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When customers evangelize you to colleagues and friends, what they say is as important as the passion behind it.

To make it easy for customers to describe what you do, they must easily understand the “idea” of your company. If people quickly grasp the idea and benefits of your business, it's considered to be infectious.

It is, as author Seth Godin says, an “ideavirus.” Just like a biological virus, an ideavirus can spread very quickly from person to person.

It's a concept also known as the “elevator pitch,” or what you would say to a stranger about your value proposition (or someone else's) during the time it takes to ride in an elevator, roughly equal to the attention span of most prospective customers.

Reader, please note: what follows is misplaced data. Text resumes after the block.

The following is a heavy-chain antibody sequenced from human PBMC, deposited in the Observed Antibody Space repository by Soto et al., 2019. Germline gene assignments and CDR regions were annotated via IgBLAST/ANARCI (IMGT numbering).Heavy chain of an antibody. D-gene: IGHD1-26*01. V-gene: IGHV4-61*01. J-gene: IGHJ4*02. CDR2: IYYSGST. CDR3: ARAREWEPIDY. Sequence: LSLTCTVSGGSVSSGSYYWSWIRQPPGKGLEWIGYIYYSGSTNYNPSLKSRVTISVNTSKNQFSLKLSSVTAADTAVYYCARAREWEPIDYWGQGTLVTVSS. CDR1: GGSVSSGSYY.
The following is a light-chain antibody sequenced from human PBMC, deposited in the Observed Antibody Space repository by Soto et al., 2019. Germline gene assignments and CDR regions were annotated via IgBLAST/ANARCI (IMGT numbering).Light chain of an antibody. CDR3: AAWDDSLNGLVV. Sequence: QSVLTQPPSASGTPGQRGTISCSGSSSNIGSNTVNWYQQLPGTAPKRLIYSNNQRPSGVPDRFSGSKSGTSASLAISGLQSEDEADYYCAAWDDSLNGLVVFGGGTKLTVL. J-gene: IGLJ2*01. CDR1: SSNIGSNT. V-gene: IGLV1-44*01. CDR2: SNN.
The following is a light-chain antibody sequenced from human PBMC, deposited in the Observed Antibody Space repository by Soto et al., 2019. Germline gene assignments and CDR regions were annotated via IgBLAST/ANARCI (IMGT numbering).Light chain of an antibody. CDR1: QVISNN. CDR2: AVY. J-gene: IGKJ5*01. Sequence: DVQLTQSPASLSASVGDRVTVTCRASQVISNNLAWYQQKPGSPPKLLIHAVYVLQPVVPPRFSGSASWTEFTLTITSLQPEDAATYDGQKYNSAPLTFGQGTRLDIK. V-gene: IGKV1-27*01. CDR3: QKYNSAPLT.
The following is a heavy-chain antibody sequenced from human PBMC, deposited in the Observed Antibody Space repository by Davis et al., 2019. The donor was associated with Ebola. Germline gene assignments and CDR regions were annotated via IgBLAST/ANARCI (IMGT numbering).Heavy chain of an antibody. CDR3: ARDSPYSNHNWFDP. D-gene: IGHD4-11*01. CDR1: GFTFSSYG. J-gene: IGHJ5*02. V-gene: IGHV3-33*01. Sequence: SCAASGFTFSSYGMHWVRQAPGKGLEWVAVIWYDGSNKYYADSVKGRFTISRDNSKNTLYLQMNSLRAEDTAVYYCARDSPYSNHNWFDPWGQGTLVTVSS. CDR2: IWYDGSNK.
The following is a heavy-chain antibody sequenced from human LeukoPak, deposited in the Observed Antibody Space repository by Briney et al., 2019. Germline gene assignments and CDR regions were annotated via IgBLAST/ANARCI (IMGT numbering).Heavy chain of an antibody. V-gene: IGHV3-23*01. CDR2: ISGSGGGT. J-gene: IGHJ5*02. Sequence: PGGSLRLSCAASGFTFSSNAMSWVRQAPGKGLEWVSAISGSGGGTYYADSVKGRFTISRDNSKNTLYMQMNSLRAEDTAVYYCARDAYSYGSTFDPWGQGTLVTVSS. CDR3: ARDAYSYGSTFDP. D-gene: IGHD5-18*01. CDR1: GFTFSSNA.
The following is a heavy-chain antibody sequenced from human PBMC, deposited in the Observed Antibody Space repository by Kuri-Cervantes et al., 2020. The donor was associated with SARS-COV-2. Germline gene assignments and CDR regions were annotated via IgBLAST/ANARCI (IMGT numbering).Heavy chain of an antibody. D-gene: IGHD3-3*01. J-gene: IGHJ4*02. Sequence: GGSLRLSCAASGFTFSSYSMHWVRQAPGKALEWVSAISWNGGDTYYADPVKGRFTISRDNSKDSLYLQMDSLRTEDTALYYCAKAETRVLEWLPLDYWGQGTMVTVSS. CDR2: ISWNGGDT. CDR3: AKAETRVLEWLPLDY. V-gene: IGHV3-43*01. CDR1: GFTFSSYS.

To create effective customer evangelists, your customers must know your elevator pitch as well as, if not better than, you.

How smooth is your company's pitch? Do people nod knowingly as you describe your company's products or services, or do they look puzzled and quickly excuse themselves?

ABC Technology Services (not their real name) asked for our help in landing new clients. Company executives described themselves this way: “ABC delivers network and systems management solutions that assist companies in cost-effectively maximizing the performance and availability of their network infrastructures.”

It was an eye-glazing description. Here's how tuning their pitch changed the game.

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Ben McConnell and Jackie Huba are the authors of Creating Customer Evangelists: How Loyal Customers Become a Volunteer Sales Force.